Nigeria’s Out-Of-School Children Now 20.2m, Says UNESCO

Going by the latest global data by the United Nations Educational, Scientific and Cultural Organisation (UNESCO), 20.2 million children are out-of-school in Nigeria.

The organisation said a new and improved methodology was used to arrive at the latest figures, said there are “244 million children and youth between the ages of six and 18 worldwide (who) are still out of school.”

According to the statistics, India, Nigeria and Pakistan have the highest figures for out-of-school children globally.

The Nigeria figures have oscillated between 10.5 million and around 15 million for more than a decade, with the situation growing worse due to the degenerating security situation.

UNESCO announced the figures in a statement yesterday by Dafalia Dimitra, a media specialist, with the Global Education Monitoring Report (GEM), which is developed by an independent team and published by UNESCO.

The global organisation said the team developing the report “has the official mandate of monitoring progress in meeting the Sustainable Development Goal on education, SDG 4.”

The statement reads in part: “The new estimates, published online by the UNESCO Institute for Statistics (UIS) and the Global Education Monitoring (GEM) Report, show that sub-Saharan Africa remains the region with the most children and youth out of school with 98 million children and young people excluded from education. It is also the only region where this number is increasing; out-of-school rates are falling more slowly than the rate at which the school-age population is growing.

“The region with the second highest out-of-school population is Central and Southern Asia with 85 million. The top three countries with the most children and youth excluded from education are India, Nigeria and Pakistan.”

According to Silvia Montoya, the Director of the UNESCO Institute for Statistics, efficient use of the available data is important to address the gaps towards achieving the fourth goal of the SDGs.

The director said: “UNESCO has long underscored the need to make more efficient use of the data we have. That’s why we’ve brought together administrative data with information from surveys and censuses.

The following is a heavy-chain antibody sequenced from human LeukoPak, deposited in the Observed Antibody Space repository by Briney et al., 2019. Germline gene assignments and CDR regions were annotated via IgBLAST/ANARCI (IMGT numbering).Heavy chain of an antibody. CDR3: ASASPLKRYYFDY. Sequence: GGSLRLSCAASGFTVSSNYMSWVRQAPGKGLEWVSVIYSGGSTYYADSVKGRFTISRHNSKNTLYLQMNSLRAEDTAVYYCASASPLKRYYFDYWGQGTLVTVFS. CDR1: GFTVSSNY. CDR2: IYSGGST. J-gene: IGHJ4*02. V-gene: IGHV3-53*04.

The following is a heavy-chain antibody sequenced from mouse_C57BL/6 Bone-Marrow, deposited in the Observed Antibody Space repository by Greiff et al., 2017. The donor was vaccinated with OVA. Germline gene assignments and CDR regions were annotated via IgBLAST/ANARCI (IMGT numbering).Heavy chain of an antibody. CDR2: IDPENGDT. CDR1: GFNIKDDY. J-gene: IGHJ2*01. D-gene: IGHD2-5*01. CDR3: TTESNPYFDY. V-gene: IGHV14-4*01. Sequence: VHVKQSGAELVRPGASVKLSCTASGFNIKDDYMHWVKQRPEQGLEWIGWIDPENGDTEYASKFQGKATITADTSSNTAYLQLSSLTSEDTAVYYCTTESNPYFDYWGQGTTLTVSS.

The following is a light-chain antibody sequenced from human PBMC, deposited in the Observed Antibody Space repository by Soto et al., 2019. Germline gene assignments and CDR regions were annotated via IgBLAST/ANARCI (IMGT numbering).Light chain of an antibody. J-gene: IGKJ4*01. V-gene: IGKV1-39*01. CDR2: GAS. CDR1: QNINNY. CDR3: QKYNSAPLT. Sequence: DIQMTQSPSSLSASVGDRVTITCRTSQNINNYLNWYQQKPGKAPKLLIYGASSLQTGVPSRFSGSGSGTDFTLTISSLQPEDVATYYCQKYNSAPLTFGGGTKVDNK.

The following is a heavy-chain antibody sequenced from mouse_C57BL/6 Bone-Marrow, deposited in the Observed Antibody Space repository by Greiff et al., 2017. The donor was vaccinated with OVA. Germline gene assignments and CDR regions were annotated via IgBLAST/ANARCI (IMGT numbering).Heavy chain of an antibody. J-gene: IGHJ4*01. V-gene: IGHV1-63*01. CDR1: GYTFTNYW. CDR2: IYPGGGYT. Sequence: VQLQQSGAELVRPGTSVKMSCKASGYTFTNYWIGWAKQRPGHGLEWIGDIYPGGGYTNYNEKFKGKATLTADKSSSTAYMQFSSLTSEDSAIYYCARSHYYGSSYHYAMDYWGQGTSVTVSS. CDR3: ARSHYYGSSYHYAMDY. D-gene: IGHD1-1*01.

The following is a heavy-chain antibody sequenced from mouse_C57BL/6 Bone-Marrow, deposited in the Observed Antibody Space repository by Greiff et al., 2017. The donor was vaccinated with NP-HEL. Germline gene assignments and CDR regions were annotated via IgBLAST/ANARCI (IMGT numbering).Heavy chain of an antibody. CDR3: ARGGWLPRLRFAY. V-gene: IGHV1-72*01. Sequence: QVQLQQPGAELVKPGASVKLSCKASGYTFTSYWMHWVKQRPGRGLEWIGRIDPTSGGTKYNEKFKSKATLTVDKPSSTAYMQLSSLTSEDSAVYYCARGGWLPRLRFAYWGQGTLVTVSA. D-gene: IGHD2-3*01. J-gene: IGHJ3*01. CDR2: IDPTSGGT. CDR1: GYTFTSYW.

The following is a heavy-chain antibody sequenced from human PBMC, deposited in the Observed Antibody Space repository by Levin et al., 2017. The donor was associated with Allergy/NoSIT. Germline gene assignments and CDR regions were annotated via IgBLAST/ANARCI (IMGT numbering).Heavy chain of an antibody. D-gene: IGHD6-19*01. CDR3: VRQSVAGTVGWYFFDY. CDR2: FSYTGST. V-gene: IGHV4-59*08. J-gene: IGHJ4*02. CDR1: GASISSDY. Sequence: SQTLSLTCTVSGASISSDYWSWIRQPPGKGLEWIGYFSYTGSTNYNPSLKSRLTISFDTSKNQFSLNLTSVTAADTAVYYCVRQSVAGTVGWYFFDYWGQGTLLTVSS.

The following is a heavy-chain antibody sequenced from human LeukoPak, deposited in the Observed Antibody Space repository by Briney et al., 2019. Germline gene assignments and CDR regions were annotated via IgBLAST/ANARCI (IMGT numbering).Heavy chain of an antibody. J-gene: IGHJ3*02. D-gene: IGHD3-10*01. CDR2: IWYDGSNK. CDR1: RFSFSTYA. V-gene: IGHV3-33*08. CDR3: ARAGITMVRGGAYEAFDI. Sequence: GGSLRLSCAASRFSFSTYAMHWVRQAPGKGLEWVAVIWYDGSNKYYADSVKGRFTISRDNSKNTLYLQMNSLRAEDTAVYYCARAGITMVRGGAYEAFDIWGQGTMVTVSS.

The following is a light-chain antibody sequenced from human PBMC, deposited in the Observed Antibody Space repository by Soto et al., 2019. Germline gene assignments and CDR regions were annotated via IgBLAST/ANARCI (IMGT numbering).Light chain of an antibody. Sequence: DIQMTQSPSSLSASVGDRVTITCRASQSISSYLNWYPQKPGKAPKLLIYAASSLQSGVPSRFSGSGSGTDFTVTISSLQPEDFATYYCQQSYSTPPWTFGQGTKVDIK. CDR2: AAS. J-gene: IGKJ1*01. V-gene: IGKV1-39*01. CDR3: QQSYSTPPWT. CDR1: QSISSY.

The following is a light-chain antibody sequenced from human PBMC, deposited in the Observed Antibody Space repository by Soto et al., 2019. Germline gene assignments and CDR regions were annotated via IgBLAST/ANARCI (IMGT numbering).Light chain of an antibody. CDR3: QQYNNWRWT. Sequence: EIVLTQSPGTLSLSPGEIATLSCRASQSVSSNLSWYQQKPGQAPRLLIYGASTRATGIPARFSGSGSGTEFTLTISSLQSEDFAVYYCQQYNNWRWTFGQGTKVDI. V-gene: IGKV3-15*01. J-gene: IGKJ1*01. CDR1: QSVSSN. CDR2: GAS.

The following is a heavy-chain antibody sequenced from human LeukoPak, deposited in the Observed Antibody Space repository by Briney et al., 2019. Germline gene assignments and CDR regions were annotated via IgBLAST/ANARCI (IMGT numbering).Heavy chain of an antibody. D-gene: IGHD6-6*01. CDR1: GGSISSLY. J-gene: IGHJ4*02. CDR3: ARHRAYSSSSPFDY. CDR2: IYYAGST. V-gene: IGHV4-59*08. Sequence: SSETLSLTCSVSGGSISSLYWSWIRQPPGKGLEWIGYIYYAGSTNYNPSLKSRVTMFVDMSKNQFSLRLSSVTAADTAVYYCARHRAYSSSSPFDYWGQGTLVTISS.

“By using multiple data sources, gaps are filled, data trends are smoothed, and we can draw consistent time series.”

According to UNESCO, the new methodology combines multiple data sources, and it has been used in the past to estimate flagship health indicators, such as maternal and infant mortality rates.

It said this is the first time it has been used in education, “marking a significant improvement to the robustness of the estimates.”

UNESCO’s Assistant-Director General for Education, Stefania Giannini, also said: “Global out-of-school numbers are lower than we thought, but far too many children are still missing out. Countries have committed to benchmarks to slash out-of-school numbers by over half by 2030. We must identify solutions during the Transforming Education Summit called by the United Nations Secretary-General this September so that countries can deliver on these pledges. All children should have access to quality education.”

UNESCO said important data gaps have been filled in countries with large out-of-school numbers “but were no administrative data of good quality has been available for over a decade.”

The body listed the countries in the category to include Nigeria “which has an estimated 20 million children and youth out of school, Ethiopia (10.5 million), the Democratic Republic of Congo (5.9 million) and Kenya (1.8 million).”

“With UNESCO’s help, 90 per cent of countries have now set national SDG 4 benchmarks for 2025 and 2030, including on out-of-school rates. We must step up our support for those who are being deprived of their opportunities, keeping a watchful eye on those who have struggled on their return after COVID-related school closures,” said Manos Antoninis, Director of the Global Education Monitoring Report.

The statement further noted that the estimation process incorporates the latest country data in 2021 to be released by the UIS on September 13.

“A preliminary assessment suggests that while primary and lower secondary education enrolment has not been affected, there might be some impact on upper secondary enrolment. More information is needed in the coming year to assess the impact,” it said.

The Nation

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